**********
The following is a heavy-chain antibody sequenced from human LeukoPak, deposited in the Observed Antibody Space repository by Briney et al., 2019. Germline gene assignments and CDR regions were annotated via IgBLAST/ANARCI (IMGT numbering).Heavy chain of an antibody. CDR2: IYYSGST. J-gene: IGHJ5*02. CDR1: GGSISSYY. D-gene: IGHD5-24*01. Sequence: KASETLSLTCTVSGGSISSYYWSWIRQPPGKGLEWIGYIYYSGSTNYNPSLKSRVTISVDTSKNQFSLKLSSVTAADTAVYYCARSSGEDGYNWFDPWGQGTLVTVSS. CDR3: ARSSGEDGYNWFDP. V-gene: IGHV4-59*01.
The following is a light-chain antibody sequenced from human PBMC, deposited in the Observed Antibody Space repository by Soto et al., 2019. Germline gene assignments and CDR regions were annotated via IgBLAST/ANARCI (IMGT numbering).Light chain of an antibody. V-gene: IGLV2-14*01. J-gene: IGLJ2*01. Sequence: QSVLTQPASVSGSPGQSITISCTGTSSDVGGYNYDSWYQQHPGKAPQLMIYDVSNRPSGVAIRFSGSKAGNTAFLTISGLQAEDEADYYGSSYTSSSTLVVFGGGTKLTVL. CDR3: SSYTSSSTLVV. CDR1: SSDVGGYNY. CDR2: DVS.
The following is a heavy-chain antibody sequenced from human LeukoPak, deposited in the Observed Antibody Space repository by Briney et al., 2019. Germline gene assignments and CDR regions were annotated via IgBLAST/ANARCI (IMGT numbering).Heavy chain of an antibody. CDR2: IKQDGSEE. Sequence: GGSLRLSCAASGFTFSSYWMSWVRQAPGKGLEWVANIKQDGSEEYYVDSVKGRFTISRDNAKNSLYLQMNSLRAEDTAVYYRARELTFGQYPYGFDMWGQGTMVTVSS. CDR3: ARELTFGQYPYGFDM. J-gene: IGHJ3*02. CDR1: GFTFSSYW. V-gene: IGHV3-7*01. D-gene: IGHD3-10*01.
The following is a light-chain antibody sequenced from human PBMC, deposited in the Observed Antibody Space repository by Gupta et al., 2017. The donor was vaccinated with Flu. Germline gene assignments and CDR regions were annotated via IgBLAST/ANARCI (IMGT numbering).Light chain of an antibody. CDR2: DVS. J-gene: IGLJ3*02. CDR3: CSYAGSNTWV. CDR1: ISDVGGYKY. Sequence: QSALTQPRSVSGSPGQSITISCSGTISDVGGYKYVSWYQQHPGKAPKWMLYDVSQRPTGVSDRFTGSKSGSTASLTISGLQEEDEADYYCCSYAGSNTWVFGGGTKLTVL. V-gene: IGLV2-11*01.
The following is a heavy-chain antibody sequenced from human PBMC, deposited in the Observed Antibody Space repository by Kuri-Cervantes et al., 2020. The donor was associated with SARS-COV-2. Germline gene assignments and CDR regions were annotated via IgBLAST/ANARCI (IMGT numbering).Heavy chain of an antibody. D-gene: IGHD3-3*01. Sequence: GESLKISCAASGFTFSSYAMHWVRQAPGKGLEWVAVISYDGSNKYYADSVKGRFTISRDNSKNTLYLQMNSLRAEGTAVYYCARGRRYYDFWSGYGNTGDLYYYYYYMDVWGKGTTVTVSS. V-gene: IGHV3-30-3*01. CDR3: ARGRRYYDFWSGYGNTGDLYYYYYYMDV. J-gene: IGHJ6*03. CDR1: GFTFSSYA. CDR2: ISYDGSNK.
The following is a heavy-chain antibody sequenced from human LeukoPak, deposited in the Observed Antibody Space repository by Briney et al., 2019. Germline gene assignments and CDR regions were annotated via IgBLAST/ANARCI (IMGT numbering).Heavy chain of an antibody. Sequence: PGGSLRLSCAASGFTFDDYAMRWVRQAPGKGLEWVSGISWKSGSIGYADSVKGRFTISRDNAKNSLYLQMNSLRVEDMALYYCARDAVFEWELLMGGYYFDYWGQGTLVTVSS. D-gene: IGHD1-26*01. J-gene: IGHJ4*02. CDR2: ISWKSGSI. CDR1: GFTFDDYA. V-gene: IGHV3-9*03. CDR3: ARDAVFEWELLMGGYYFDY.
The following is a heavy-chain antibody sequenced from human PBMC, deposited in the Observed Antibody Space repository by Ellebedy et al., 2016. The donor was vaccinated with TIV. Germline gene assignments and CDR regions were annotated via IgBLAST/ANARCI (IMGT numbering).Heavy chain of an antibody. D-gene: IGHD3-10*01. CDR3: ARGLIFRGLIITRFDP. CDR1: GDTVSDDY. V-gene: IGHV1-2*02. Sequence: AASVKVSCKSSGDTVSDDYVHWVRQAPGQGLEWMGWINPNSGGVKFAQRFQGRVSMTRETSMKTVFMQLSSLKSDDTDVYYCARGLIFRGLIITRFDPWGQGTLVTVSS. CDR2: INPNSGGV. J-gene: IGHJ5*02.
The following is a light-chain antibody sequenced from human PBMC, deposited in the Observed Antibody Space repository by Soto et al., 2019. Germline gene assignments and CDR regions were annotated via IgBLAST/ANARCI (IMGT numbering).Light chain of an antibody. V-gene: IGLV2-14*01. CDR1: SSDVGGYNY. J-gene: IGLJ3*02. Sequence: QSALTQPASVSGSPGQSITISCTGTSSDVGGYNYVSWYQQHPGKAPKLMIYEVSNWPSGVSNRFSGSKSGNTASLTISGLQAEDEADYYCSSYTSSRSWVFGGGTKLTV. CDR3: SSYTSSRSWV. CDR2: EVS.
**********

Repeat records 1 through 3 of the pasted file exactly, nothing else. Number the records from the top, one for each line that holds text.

The following is a heavy-chain antibody sequenced from human LeukoPak, deposited in the Observed Antibody Space repository by Briney et al., 2019. Germline gene assignments and CDR regions were annotated via IgBLAST/ANARCI (IMGT numbering).Heavy chain of an antibody. CDR2: IYYSGST. J-gene: IGHJ5*02. CDR1: GGSISSYY. D-gene: IGHD5-24*01. Sequence: KASETLSLTCTVSGGSISSYYWSWIRQPPGKGLEWIGYIYYSGSTNYNPSLKSRVTISVDTSKNQFSLKLSSVTAADTAVYYCARSSGEDGYNWFDPWGQGTLVTVSS. CDR3: ARSSGEDGYNWFDP. V-gene: IGHV4-59*01.
The following is a light-chain antibody sequenced from human PBMC, deposited in the Observed Antibody Space repository by Soto et al., 2019. Germline gene assignments and CDR regions were annotated via IgBLAST/ANARCI (IMGT numbering).Light chain of an antibody. V-gene: IGLV2-14*01. J-gene: IGLJ2*01. Sequence: QSVLTQPASVSGSPGQSITISCTGTSSDVGGYNYDSWYQQHPGKAPQLMIYDVSNRPSGVAIRFSGSKAGNTAFLTISGLQAEDEADYYGSSYTSSSTLVVFGGGTKLTVL. CDR3: SSYTSSSTLVV. CDR1: SSDVGGYNY. CDR2: DVS.
The following is a heavy-chain antibody sequenced from human LeukoPak, deposited in the Observed Antibody Space repository by Briney et al., 2019. Germline gene assignments and CDR regions were annotated via IgBLAST/ANARCI (IMGT numbering).Heavy chain of an antibody. CDR2: IKQDGSEE. Sequence: GGSLRLSCAASGFTFSSYWMSWVRQAPGKGLEWVANIKQDGSEEYYVDSVKGRFTISRDNAKNSLYLQMNSLRAEDTAVYYRARELTFGQYPYGFDMWGQGTMVTVSS. CDR3: ARELTFGQYPYGFDM. J-gene: IGHJ3*02. CDR1: GFTFSSYW. V-gene: IGHV3-7*01. D-gene: IGHD3-10*01.